For the first time, last week's Information Management Network Spring ABS 2007 conference was the right place for emerging market junkies to get a fix, and for those not yet hooked, to decide if this was an asset class they'd like to try.
It goes without saying that the barrel-chested countries drew the most oohs and ahhs. Russia, all pumped up with existing assets, was there, flexing the kind of growth figures that you can't find anywhere else. As if doubling volumes of residential mortgages every year weren't enough, speakers reminded us that Russia also offers tremendous pent-up demand for consumer assets. Meanwhile, commercial real estate construction is through the roof, and CMBS hasn't even made its debut.
And then there was Mexico, which has already developed a vibrant domestic market in ABS and MBS, and, judging by panel attendance, was evidently a big draw for many participants at the conference. One talk on mortgages in Mexico actually seemed to hold everyone's attention right to the end, despite bumping up against lunch (full disclosure: I moderated).
It was clear to the more seasoned players that even if some of these markets haven't exactly arrived, the distance they've traveled in just a few years was remarkable.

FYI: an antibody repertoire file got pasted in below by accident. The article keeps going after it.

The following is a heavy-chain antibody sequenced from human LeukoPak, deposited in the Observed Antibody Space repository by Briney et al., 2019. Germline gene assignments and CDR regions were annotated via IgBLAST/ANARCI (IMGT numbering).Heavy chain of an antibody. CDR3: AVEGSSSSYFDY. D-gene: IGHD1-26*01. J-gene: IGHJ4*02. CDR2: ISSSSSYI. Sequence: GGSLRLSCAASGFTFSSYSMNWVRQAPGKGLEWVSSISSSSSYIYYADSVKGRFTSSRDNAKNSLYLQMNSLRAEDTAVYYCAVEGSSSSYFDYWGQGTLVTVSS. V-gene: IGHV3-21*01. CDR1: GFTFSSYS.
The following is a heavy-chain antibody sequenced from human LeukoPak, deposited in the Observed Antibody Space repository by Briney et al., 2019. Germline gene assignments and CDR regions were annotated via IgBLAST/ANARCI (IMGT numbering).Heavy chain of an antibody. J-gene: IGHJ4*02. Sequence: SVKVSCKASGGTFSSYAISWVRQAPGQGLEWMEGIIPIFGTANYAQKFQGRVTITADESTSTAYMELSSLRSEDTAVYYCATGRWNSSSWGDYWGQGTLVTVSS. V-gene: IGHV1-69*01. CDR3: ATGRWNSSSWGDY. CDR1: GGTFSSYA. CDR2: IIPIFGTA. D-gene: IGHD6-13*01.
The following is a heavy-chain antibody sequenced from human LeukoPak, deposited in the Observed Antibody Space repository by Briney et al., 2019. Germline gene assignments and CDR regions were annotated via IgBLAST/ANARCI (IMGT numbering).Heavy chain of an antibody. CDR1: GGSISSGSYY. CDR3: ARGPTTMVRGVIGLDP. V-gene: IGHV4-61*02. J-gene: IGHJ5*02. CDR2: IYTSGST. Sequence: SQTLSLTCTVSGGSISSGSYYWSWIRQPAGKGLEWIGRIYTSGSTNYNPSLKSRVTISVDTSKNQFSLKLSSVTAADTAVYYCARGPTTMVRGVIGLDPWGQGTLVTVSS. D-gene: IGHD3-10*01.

But what about the smaller guys? I couldn't argue against boning up on a Russia, a Mexico, or a Brazil, but I found that all this swaggering had made me long for the distant corners and ultra-esoteric assets that are an essential part of emerging markets. Where were the tiny cattle head-backed deals I used to write about, the ones from Colombia where they'd brand the insignia of the financial trust on the rump of each asset? (ASR, 10/6/03) Where were the little places that had interesting stories to tell?
So I wandered into the panel on southeastern Europe. From what I gathered, no cattle-head-backed deals were going on there, but Bulgaria - population 7.7 million - has a cottage industry in covered bonds, and a homeownership rate of an astonishing 90%. It may lack the size to get most i-bankers excited, but it is, I learned, the birthplace of Cyrillic. Now, if you could securitize an alphabet ...
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